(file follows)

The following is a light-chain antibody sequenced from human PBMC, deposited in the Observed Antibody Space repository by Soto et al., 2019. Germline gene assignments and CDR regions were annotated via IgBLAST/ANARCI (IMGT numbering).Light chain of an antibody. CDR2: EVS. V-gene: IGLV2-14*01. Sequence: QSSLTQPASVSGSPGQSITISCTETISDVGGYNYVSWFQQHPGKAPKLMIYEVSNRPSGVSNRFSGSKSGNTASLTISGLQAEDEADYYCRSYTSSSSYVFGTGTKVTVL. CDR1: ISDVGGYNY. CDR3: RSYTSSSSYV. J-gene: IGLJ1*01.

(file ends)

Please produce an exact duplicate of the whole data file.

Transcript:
The following is a light-chain antibody sequenced from human PBMC, deposited in the Observed Antibody Space repository by Soto et al., 2019. Germline gene assignments and CDR regions were annotated via IgBLAST/ANARCI (IMGT numbering).Light chain of an antibody. CDR2: EVS. V-gene: IGLV2-14*01. Sequence: QSSLTQPASVSGSPGQSITISCTETISDVGGYNYVSWFQQHPGKAPKLMIYEVSNRPSGVSNRFSGSKSGNTASLTISGLQAEDEADYYCRSYTSSSSYVFGTGTKVTVL. CDR1: ISDVGGYNY. CDR3: RSYTSSSSYV. J-gene: IGLJ1*01.